We know that running gives you both pain and joy. Running gets you fit and keeps the weight down, it clears your mind, it works your body. We also know how much an injury can slow you down, both physically and mentally. At Physiohaus, we want our Physiotherapists to accurately assess and treat the reasons that you have been limited in your running program.

Looking back through history, we evolved to be able to run, and to be able to run long distances. The human body is a mechanical masterpiece in many of the ways in which it can store and reuse energy. For instance, your Achilles tendon can store up to 30% of the energy your calf muscle generates, and like an elastic band, ‘snap’ back to help lift your heel off the ground as we run. These changes let our bodies run efficiently for long periods.

Why Do Runners Get Injured So Easily?

Just because we are made to run doesn’t make us great runners. For a number of reasons, many runners develop injuries each year.

At any one time approximately 25% of runners will have an injury. Most of the time it comes down to a change in workload. Given enough time, our bodies are very good at adapting to increased workload.

If we gradually increase the distances that we run, the muscle, tendon, and bone cells can respond to this increased workload and increase their ‘strength’ and endurance. If, however, we increase this workload too quickly, these structures start to break down.

Changes in workload can be due to a change in:

  • Distance / time / intensity of training
  • Terrain, (more hills, harder ground)
  • Footwear
  • Running technique

Running injuries are common and often affect the hips, knees, ankles, and feet of runners. The impact and stress of running is sometimes hard on the muscles and joints; especially if you ignore early injury signs.

How Can Physiotherapy Help Runners?

Your physio will look at a number of areas to determine what may have led to your injury, including:

  • your running biomechanics - using video analysis at the Physiohaus Run Lab - we can slow down and look at the various components of your running technique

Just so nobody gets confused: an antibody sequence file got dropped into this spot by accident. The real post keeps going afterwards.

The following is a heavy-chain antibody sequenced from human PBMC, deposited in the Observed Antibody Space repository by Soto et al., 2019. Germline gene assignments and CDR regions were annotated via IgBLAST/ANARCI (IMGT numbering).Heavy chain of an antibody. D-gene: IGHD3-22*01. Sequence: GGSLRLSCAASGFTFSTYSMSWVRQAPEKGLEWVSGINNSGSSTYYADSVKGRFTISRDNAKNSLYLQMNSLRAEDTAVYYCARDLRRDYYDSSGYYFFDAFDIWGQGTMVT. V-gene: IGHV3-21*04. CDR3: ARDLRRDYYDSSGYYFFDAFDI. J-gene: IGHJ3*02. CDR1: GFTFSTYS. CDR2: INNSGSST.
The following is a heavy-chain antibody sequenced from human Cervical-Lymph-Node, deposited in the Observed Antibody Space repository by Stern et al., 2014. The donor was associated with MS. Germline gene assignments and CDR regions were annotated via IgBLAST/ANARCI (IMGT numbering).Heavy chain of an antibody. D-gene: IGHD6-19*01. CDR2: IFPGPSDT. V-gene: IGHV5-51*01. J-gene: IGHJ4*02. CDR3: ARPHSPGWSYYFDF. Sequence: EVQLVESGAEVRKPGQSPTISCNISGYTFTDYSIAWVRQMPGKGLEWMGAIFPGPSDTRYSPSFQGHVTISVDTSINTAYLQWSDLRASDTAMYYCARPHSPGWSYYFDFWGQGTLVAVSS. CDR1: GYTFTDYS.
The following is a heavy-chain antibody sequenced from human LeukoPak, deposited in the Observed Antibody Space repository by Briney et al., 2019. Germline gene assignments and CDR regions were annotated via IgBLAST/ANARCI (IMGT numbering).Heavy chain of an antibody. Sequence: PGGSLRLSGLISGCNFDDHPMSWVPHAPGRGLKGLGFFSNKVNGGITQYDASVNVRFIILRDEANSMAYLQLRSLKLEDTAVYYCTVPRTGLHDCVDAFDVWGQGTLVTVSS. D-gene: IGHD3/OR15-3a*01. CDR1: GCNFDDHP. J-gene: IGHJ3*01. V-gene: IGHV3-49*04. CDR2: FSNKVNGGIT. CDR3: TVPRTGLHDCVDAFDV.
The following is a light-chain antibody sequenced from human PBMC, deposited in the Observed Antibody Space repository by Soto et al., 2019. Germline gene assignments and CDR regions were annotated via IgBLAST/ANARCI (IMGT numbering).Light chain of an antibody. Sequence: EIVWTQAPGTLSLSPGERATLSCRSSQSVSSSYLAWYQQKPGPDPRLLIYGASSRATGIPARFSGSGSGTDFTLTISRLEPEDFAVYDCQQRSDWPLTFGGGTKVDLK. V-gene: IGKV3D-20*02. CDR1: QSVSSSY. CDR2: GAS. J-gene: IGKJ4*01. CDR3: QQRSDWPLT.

• footwear advice suitable to your foot
  • training load - what is good, too much, too little
  • joint range, muscle length and overall flexibility
  • muscle strength: core control, foot arch control, hip, knee and lower limb control.

Once your physio has identified the factors that have led to your running injury, they will look to work with you to get you back into running as soon as possible. Your running injury may require a short period of rest in order to allow some healing to occur, during which time cross-training may be a good option to maintain your fitness. Your physiotherapist who has a special interest in running injuries is the best person to advise you.

How to Avoid Running Injuries

The best way to avoid running injuries is to prevent them. These tips can help both novice and elite runners prevent running injuries:

  • Perform an individually customised warm up and cool down routine specific to your body's needs.
  • Wear footwear suitable for your foot structure
  • Plan your training to avoid overtraining
  • Increase your training by no more than 10% per week

If you do develop an ache or pain, it is likely to be a running injury. If you are not sure how to best manage your running injury, please consult your physiotherapist at Physiohaus for their professional assessment and treatment plan. They may also introduce you to our RunLab that focuses on detailed assessment of biomechanics. For running injuries - call Physiohaus London.